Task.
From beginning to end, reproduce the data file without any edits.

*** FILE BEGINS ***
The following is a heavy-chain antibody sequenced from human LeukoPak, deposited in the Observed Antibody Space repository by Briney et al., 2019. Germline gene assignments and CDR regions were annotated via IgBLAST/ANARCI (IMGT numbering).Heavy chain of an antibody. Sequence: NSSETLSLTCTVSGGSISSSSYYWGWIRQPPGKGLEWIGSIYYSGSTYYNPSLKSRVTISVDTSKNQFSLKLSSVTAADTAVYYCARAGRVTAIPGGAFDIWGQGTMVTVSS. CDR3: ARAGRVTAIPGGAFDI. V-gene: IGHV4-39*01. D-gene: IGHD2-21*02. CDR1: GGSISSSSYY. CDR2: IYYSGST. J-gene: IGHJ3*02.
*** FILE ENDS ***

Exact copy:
The following is a heavy-chain antibody sequenced from human LeukoPak, deposited in the Observed Antibody Space repository by Briney et al., 2019. Germline gene assignments and CDR regions were annotated via IgBLAST/ANARCI (IMGT numbering).Heavy chain of an antibody. Sequence: NSSETLSLTCTVSGGSISSSSYYWGWIRQPPGKGLEWIGSIYYSGSTYYNPSLKSRVTISVDTSKNQFSLKLSSVTAADTAVYYCARAGRVTAIPGGAFDIWGQGTMVTVSS. CDR3: ARAGRVTAIPGGAFDI. V-gene: IGHV4-39*01. D-gene: IGHD2-21*02. CDR1: GGSISSSSYY. CDR2: IYYSGST. J-gene: IGHJ3*02.